MLB Managers Urge Pitchers to Get Tommy John Surgery Now

by Alex Poletti
Photo by Kathy Willens/Associated Press

With the Major League Baseball season on hiatus until further notice, managers are trying to make the best of the situation by telling their top pitchers to get Tommy John surgery now, while they likely won’t miss any playing time.

“I know a lot of you guys are healthy enough for the season,” Dodgers manager Dave Roberts says, “but if you ever did need to get that arm worked on, now’s the time to do it. Even if you don’t really feel like it, you might as well get it done anyway.”

The strategy has caught on after top pitchers Chris Sale and Noah Syndergaard of the Red Sox and Mets, respectively, were shut down for the season with Tommy John. Now, with the season likely getting shorter with every passing day, the decisions seem prescient.

“Oh yeah, we totally knew that was going to happen,” Red Sox manager and baseball’s resident fish out of water Ron Roenicke says. “We looked at all the stats and made the call, hedging our bets that the season would get delayed. We definitely didn’t look at Chris’s arm and say, ‘Well that’s fucked,’ and shut him down.”

The move is not only endorsed by managers, but by players as well. Some flamethrowers who have already undergone the procedure claim that recovery gives them a sense of purpose in quarantine.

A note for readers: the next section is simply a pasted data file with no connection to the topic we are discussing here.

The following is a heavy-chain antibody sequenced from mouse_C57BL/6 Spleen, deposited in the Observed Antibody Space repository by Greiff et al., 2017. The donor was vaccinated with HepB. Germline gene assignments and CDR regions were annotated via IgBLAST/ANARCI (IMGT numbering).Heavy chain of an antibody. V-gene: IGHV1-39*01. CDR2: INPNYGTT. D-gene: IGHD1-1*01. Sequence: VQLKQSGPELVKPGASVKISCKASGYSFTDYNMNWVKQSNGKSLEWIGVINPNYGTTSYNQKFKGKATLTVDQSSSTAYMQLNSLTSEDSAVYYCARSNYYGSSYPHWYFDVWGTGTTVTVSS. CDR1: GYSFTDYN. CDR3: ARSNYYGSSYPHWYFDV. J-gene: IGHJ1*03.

“It’s nice to have something to look after,” Syndergaard, whose UCL was so destroyed that doctors permitted his surgery that it constituted an essential procedure, says. “It was either do physical therapy for eight hours every day or adopt a Chia Pet or some shit.”

Thanks to current circumstances, the once “last-resort” surgery has turned into the offseason move of choice for many young pitchers who sold their arm ligaments to the devil for a few extra MPH on their fastball. And because of their trailblazing efforts, the Red Sox and Mets are getting lauded for the first time this offseason.

“After our managerial SNAFU, I didn’t think we’d be the gold standard for anything,” Mets general manager Brodie Van Wagenen says. “But it’s nice to know that the New York Mets will always be number one when it comes to ruining the arms of promising young pitchers.”

*This article is a work of satire. Though certain elements and quotes may be based on true events, this should not be taken as fact.

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